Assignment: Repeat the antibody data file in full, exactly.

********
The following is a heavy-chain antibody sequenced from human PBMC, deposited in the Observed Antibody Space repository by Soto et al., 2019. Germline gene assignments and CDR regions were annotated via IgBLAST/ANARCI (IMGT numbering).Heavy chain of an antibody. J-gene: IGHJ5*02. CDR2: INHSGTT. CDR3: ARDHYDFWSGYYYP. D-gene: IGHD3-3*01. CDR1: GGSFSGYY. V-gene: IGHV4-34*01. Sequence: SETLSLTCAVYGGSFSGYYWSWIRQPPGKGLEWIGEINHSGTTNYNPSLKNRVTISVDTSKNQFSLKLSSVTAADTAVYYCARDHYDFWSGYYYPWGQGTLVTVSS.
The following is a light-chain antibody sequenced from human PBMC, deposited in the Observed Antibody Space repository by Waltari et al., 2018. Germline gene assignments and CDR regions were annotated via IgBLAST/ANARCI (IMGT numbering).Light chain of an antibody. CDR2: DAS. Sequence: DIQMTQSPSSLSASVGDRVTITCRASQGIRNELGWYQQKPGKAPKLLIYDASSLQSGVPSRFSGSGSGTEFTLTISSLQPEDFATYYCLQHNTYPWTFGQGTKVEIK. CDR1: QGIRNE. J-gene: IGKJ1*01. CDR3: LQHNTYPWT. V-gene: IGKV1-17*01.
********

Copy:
The following is a heavy-chain antibody sequenced from human PBMC, deposited in the Observed Antibody Space repository by Soto et al., 2019. Germline gene assignments and CDR regions were annotated via IgBLAST/ANARCI (IMGT numbering).Heavy chain of an antibody. J-gene: IGHJ5*02. CDR2: INHSGTT. CDR3: ARDHYDFWSGYYYP. D-gene: IGHD3-3*01. CDR1: GGSFSGYY. V-gene: IGHV4-34*01. Sequence: SETLSLTCAVYGGSFSGYYWSWIRQPPGKGLEWIGEINHSGTTNYNPSLKNRVTISVDTSKNQFSLKLSSVTAADTAVYYCARDHYDFWSGYYYPWGQGTLVTVSS.
The following is a light-chain antibody sequenced from human PBMC, deposited in the Observed Antibody Space repository by Waltari et al., 2018. Germline gene assignments and CDR regions were annotated via IgBLAST/ANARCI (IMGT numbering).Light chain of an antibody. CDR2: DAS. Sequence: DIQMTQSPSSLSASVGDRVTITCRASQGIRNELGWYQQKPGKAPKLLIYDASSLQSGVPSRFSGSGSGTEFTLTISSLQPEDFATYYCLQHNTYPWTFGQGTKVEIK. CDR1: QGIRNE. J-gene: IGKJ1*01. CDR3: LQHNTYPWT. V-gene: IGKV1-17*01.